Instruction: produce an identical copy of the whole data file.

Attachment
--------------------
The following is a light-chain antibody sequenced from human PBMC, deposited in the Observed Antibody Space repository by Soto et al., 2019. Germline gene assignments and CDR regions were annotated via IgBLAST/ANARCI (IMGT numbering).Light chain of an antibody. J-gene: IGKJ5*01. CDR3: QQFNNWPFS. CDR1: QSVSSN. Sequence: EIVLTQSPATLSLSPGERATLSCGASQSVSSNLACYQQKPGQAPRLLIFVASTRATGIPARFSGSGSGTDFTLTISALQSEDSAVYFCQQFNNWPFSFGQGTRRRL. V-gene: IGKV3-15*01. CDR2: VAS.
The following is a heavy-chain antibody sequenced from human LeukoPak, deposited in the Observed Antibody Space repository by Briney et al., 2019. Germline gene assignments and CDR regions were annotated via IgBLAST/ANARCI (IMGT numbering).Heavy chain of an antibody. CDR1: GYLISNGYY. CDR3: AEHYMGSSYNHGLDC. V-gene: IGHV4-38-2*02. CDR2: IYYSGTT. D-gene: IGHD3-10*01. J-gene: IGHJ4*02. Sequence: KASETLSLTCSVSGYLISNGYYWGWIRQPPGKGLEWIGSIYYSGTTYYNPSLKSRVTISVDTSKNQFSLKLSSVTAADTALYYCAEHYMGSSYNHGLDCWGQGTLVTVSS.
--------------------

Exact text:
The following is a light-chain antibody sequenced from human PBMC, deposited in the Observed Antibody Space repository by Soto et al., 2019. Germline gene assignments and CDR regions were annotated via IgBLAST/ANARCI (IMGT numbering).Light chain of an antibody. J-gene: IGKJ5*01. CDR3: QQFNNWPFS. CDR1: QSVSSN. Sequence: EIVLTQSPATLSLSPGERATLSCGASQSVSSNLACYQQKPGQAPRLLIFVASTRATGIPARFSGSGSGTDFTLTISALQSEDSAVYFCQQFNNWPFSFGQGTRRRL. V-gene: IGKV3-15*01. CDR2: VAS.
The following is a heavy-chain antibody sequenced from human LeukoPak, deposited in the Observed Antibody Space repository by Briney et al., 2019. Germline gene assignments and CDR regions were annotated via IgBLAST/ANARCI (IMGT numbering).Heavy chain of an antibody. CDR1: GYLISNGYY. CDR3: AEHYMGSSYNHGLDC. V-gene: IGHV4-38-2*02. CDR2: IYYSGTT. D-gene: IGHD3-10*01. J-gene: IGHJ4*02. Sequence: KASETLSLTCSVSGYLISNGYYWGWIRQPPGKGLEWIGSIYYSGTTYYNPSLKSRVTISVDTSKNQFSLKLSSVTAADTALYYCAEHYMGSSYNHGLDCWGQGTLVTVSS.